The Hubble Space Telescope seen orbiting Earth.
The Hubble Space Telescope seen orbiting Earth. (Space Telescope Science Institute)

The Hubble Space Telescope has captured distant reaches of the universe over the past 22 years, but with the end of the space shuttle program, has not been repaired since 2009. A filmmaker is challenging that decision with the documentary "Saving Hubble" and will speak in Baltimore on Tuesday.

David Gaynes will speak at the Space Telescope Science Institute with his message about saving Hubble, which is expected to continue operating only through next year. NASA is focused on replacing Hubble with the James Webb Space Telescope in 2018.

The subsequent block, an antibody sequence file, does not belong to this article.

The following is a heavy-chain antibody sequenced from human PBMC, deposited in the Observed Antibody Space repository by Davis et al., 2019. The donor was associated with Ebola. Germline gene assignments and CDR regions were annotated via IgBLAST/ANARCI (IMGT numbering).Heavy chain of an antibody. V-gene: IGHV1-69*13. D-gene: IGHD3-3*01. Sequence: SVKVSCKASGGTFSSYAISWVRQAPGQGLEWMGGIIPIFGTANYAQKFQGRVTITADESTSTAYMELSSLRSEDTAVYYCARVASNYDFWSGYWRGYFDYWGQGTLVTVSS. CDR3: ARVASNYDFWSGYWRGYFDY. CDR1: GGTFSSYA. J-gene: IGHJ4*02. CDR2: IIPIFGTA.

The lecture is the latest in a monthly series of talks at the institute.

Gaynes bills the documentary as "the first time a film about Hubble has asked 'What does this machine say about us?'" according to the film's website. "Saving Hubble is the story of ordinary people finding a voice, and a love letter to the machine that stands as humanity's ambassador to the expanding universe."

A private screening of the film is being held in the afternoon, before the lecture.
Among discoveries the Hubble has helped to accomplish since its launch in 1990 are the dating of the universe's age to 13.7 billion years, knowledge of the presence of black holes at the center of nearly all galaxies, and explanations of how planets form. Hubble explores space viewing light wavelengths from ultraviolet to the human-visible to near-infrared.
The Webb telescope is designed to explore in infrared light, and scientists hope to use it to find the first galaxies in the early universe and formation of planetary systems.

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